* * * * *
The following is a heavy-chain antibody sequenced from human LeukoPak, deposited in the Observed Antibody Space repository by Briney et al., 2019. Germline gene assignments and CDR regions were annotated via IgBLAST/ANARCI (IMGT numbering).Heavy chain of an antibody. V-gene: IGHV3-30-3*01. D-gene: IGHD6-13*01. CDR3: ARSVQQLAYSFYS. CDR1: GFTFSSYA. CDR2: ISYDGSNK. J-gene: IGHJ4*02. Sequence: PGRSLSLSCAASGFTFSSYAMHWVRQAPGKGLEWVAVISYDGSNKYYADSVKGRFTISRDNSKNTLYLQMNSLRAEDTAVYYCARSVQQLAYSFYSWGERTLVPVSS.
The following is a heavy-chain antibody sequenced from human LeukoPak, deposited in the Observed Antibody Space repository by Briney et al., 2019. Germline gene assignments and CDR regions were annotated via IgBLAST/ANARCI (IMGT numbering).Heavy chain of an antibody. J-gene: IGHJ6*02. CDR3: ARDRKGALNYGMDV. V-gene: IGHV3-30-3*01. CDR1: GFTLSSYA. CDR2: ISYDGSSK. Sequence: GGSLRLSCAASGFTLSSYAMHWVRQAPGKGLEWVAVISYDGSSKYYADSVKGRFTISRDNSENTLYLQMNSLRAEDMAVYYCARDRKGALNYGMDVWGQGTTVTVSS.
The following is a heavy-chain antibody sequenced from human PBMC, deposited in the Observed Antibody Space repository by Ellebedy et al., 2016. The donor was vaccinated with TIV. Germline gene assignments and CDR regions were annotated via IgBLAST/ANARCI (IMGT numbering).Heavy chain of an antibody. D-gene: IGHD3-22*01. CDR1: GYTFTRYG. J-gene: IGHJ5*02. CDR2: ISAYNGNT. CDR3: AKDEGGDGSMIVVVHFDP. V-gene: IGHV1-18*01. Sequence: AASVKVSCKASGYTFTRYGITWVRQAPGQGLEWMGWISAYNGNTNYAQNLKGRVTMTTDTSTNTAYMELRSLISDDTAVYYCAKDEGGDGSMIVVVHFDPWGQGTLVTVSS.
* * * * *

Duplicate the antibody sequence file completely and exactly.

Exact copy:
The following is a heavy-chain antibody sequenced from human LeukoPak, deposited in the Observed Antibody Space repository by Briney et al., 2019. Germline gene assignments and CDR regions were annotated via IgBLAST/ANARCI (IMGT numbering).Heavy chain of an antibody. V-gene: IGHV3-30-3*01. D-gene: IGHD6-13*01. CDR3: ARSVQQLAYSFYS. CDR1: GFTFSSYA. CDR2: ISYDGSNK. J-gene: IGHJ4*02. Sequence: PGRSLSLSCAASGFTFSSYAMHWVRQAPGKGLEWVAVISYDGSNKYYADSVKGRFTISRDNSKNTLYLQMNSLRAEDTAVYYCARSVQQLAYSFYSWGERTLVPVSS.
The following is a heavy-chain antibody sequenced from human LeukoPak, deposited in the Observed Antibody Space repository by Briney et al., 2019. Germline gene assignments and CDR regions were annotated via IgBLAST/ANARCI (IMGT numbering).Heavy chain of an antibody. J-gene: IGHJ6*02. CDR3: ARDRKGALNYGMDV. V-gene: IGHV3-30-3*01. CDR1: GFTLSSYA. CDR2: ISYDGSSK. Sequence: GGSLRLSCAASGFTLSSYAMHWVRQAPGKGLEWVAVISYDGSSKYYADSVKGRFTISRDNSENTLYLQMNSLRAEDMAVYYCARDRKGALNYGMDVWGQGTTVTVSS.
The following is a heavy-chain antibody sequenced from human PBMC, deposited in the Observed Antibody Space repository by Ellebedy et al., 2016. The donor was vaccinated with TIV. Germline gene assignments and CDR regions were annotated via IgBLAST/ANARCI (IMGT numbering).Heavy chain of an antibody. D-gene: IGHD3-22*01. CDR1: GYTFTRYG. J-gene: IGHJ5*02. CDR2: ISAYNGNT. CDR3: AKDEGGDGSMIVVVHFDP. V-gene: IGHV1-18*01. Sequence: AASVKVSCKASGYTFTRYGITWVRQAPGQGLEWMGWISAYNGNTNYAQNLKGRVTMTTDTSTNTAYMELRSLISDDTAVYYCAKDEGGDGSMIVVVHFDPWGQGTLVTVSS.